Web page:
There are five ways to parenthesize a product of four things:
In a context where multiplication is not associative, the five products above are not necessarily the same. Maybe all five are different.
This post will give two examples where the products above are all different: octonions and matrix multiplication.
If you’re thinking “But wait: matrix multiplication is associative!” then read further and see in what sense I’m saying it’s not.
Octonion multiplication is not associative. I wrote a blog post a while back asking how close the octonions come to being associative. That is, if we randomly generate unit-length octonions a, b, and c, we can calculate the norm of
(ab)c – a(bc)
and ask about its expected value. Sometimes for a triple of octionions this value is zero, but on average this expression has norm greater than 1. I estimated the average value via simulation, and later Greg Egan worked out the exact value. His write-up had gone down with the Google+ ship, but recently Greg posted a new version of his notes.
In this post I gave Python code for multiplying octonions using a function called
CayleyDickson named after the originators of the algorithm. Let’s rename it
m to have something shorter to work with and compute all five ways of associating a product of four octonions.
import numpy as np def m(x, y): return CayleyDickson(x, y) def take_five(a, b, c, d): return [ m(a, (m(b, m(c, d)))), m(m(a, b), m(c, d)), m(m(m(a, b), c), d), m(a, m(m(b, c), d)), m(m(a, m(b, c)), d) ]
I first tried products of basis elements, and I only got two different products out of the five ways of associating multiplication, but I only tried a few examples. However, when I tried using four random octonions, I got five different products.
np.random.seed(20220201) a = np.random.rand(8) b = np.random.rand(8) c = np.random.rand(8) d = np.random.rand(8) for t in take_five(a, b, c, d): print(t)
This gave a very interesting result: I got five different results, but only two different real (first) components. The five vectors all differed in the last seven components, but only produced two distinct first components.
[ 2.5180856 -2.61618184 ...] [ 2.5180856 0.32031027 ...] [ 2.5180856 1.13177500 ...] [ 3.0280984 -0.30169446 ...] [ 3.0280984 -2.36523580 ...]
I repeated this experiment a few times, and the first three results always had the same real component, and the last two results had another real component.
I suspect there’s a theorem that says
Re( ((ab)c)d ) = Re( (ab)(cd) ) = Re( a(b(cd)) )
Re( (a(bc))d ) = Re( a((bc)d) )
but I haven’t tried to prove it. If you come with a proof, or a counterexample, please post a link in the comments.
Matrix multiplication is indeed associative, but the efficiency of matrix multiplication is not. That is, any two ways of parenthesizing a matrix product will give the same final matrix, but the cost of the various products are not the same. I first wrote about this here.
This is a very important result in practice. Changing the parentheses in a matrix product can make the difference between a computation being practical or impractical. This comes up, for example, in automatic differentiation and in backpropagation for neural networks.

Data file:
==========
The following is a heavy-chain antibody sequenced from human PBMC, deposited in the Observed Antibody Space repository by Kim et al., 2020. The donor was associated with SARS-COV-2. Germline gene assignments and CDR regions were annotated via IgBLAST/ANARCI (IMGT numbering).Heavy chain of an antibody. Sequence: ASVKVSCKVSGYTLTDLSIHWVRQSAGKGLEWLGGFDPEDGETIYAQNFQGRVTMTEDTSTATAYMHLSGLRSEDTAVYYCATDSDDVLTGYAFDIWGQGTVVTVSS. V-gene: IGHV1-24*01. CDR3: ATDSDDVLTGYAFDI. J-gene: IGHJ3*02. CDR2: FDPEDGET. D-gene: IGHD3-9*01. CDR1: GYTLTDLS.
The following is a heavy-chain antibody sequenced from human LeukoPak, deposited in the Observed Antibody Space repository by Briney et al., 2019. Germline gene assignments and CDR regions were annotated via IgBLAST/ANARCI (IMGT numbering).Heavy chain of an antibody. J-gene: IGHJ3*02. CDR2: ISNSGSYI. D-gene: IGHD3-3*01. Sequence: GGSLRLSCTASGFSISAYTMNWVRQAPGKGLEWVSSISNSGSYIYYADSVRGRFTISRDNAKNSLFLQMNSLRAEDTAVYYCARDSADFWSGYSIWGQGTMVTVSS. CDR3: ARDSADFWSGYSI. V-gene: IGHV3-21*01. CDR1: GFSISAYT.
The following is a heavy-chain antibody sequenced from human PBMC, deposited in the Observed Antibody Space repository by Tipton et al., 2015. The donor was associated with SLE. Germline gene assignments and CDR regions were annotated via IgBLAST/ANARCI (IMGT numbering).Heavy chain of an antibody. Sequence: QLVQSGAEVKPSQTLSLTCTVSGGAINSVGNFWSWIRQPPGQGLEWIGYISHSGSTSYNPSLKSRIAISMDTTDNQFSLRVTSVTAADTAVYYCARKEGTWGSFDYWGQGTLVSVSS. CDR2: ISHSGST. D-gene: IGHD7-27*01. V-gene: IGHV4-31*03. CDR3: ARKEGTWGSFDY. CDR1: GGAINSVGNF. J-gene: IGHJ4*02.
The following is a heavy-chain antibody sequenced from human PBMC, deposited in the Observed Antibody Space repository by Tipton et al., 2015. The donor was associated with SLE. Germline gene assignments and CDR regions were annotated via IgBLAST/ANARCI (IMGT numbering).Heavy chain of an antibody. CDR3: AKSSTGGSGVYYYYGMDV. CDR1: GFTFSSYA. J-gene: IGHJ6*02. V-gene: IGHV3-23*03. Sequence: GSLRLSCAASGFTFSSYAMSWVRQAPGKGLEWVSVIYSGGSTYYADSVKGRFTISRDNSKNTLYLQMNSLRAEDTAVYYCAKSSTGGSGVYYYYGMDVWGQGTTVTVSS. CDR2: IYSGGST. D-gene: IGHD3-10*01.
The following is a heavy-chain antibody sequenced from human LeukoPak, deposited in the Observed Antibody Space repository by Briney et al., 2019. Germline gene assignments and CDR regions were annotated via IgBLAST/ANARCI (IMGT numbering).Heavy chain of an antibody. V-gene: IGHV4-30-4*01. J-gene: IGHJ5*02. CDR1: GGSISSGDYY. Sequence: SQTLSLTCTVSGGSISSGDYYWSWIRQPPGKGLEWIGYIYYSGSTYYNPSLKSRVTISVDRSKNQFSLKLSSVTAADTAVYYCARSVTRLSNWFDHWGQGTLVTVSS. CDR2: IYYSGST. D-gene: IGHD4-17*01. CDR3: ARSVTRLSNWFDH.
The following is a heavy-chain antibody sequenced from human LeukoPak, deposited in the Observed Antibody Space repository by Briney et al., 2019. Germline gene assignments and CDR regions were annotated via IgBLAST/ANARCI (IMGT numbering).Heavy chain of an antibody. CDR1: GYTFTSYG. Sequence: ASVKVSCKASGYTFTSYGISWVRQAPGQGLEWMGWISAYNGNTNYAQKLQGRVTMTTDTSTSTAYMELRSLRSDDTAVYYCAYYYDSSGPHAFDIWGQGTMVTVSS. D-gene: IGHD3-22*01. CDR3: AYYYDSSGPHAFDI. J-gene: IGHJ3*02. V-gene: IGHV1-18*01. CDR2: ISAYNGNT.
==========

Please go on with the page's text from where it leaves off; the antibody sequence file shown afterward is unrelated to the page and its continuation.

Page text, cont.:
Suppose A is an m by n matrix and B is an n by p matrix. Then AB is an m by p matrix, and forming the product AB requires mnp scalar multiplications. If C is a p by q matrix, then (AB)C takes
mnp + mpq = mp(n + q)
scalar multiplications, but computing A(BC) takes
npq + mnq = nq(m + p)
scalar multiplications, and in general these are not equal.
Let’s rewrite our multiplication function
m and our
take_five function to compute the cost of multiplying four matrices of random size.
We’ve got an interesting programming problem in that our multiplication function needs to do two different things. First of all, we need to know the size of the resulting matrix. But we also want to keep track of the number of scalar multiplications the product would require. We have a sort of main channel and a side channel. Having our multiplication function return both the dimension and the cost would make composition awkward.
This is is kind of a fork in the road. There are two ways to solving this problem, one high-status and one low-status. The high-status approach would be to use a monad. The low-status approach would be to use a global variable. I’m going to take the low road and use a global variable. What’s one little global variable among friends?
mults = 0 def M(x, y): global mults mults += x*x*y return (x, y) def take_five2(a, b, c, d): global mults costs =  mults = 0; M(a, (M(b, M(c, d)))); costs.append(mults) mults = 0; M(M(a, b), M(c, d)); costs.append(mults) mults = 0; M(M(M(a, b), c), d); costs.append(mults) mults = 0; M(a, M(M(b, c), d)); costs.append(mults) mults = 0; M(M(a, M(b, c)), d); costs.append(mults) return costs
Next, I’ll generate five random integers, and group them in pairs as sizes of matrices conformable for multiplication.
dims = np.random.random_integers(10, size=5) dim_pairs = zip(dims[:4], dims[1:]) c = take_five2(*[p for p in dim_pairs])
When I ran this
dims was set to
[3 9 7 10 6]
and so my matrices were of size 3×9, 9×7, 7×10, and 10×6.
The number of scalar multiplications required by each way of multiplying the four matrices, computed by
[1384, 1090, 690, 1584, 984]
So each took a different number of operations. The slowest approach would take more than twice as long as the fastest approach. In applications, matrices can be very long and skinny, or very wide and thin, in which case one approach may take orders of magnitude more operations than another.